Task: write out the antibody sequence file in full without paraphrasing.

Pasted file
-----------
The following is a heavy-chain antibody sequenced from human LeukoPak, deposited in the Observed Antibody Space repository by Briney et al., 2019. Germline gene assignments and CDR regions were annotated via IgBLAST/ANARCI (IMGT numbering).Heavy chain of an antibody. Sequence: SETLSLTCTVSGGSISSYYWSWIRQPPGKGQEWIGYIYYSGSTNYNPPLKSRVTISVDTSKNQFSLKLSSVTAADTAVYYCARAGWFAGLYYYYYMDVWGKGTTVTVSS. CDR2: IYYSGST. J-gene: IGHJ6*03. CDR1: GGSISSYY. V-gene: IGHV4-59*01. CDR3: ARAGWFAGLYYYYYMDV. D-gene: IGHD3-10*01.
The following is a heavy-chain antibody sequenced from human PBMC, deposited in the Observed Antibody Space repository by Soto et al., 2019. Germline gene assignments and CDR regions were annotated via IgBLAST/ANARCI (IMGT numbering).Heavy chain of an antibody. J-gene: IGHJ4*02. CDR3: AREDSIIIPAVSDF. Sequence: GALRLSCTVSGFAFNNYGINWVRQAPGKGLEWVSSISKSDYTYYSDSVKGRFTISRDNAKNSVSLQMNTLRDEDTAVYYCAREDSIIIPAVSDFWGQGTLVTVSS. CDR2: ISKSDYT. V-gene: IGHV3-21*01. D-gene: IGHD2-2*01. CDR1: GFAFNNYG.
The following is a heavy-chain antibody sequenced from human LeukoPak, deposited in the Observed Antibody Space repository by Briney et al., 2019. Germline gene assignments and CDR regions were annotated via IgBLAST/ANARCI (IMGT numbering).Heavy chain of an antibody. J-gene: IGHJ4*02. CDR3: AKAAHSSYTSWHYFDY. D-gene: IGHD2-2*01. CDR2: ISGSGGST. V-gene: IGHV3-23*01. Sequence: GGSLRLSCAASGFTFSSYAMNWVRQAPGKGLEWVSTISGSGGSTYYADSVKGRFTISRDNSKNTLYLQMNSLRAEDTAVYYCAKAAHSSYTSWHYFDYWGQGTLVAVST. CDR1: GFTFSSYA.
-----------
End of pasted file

The following is a heavy-chain antibody sequenced from human LeukoPak, deposited in the Observed Antibody Space repository by Briney et al., 2019. Germline gene assignments and CDR regions were annotated via IgBLAST/ANARCI (IMGT numbering).Heavy chain of an antibody. Sequence: SETLSLTCTVSGGSISSYYWSWIRQPPGKGQEWIGYIYYSGSTNYNPPLKSRVTISVDTSKNQFSLKLSSVTAADTAVYYCARAGWFAGLYYYYYMDVWGKGTTVTVSS. CDR2: IYYSGST. J-gene: IGHJ6*03. CDR1: GGSISSYY. V-gene: IGHV4-59*01. CDR3: ARAGWFAGLYYYYYMDV. D-gene: IGHD3-10*01.
The following is a heavy-chain antibody sequenced from human PBMC, deposited in the Observed Antibody Space repository by Soto et al., 2019. Germline gene assignments and CDR regions were annotated via IgBLAST/ANARCI (IMGT numbering).Heavy chain of an antibody. J-gene: IGHJ4*02. CDR3: AREDSIIIPAVSDF. Sequence: GALRLSCTVSGFAFNNYGINWVRQAPGKGLEWVSSISKSDYTYYSDSVKGRFTISRDNAKNSVSLQMNTLRDEDTAVYYCAREDSIIIPAVSDFWGQGTLVTVSS. CDR2: ISKSDYT. V-gene: IGHV3-21*01. D-gene: IGHD2-2*01. CDR1: GFAFNNYG.
The following is a heavy-chain antibody sequenced from human LeukoPak, deposited in the Observed Antibody Space repository by Briney et al., 2019. Germline gene assignments and CDR regions were annotated via IgBLAST/ANARCI (IMGT numbering).Heavy chain of an antibody. J-gene: IGHJ4*02. CDR3: AKAAHSSYTSWHYFDY. D-gene: IGHD2-2*01. CDR2: ISGSGGST. V-gene: IGHV3-23*01. Sequence: GGSLRLSCAASGFTFSSYAMNWVRQAPGKGLEWVSTISGSGGSTYYADSVKGRFTISRDNSKNTLYLQMNSLRAEDTAVYYCAKAAHSSYTSWHYFDYWGQGTLVAVST. CDR1: GFTFSSYA.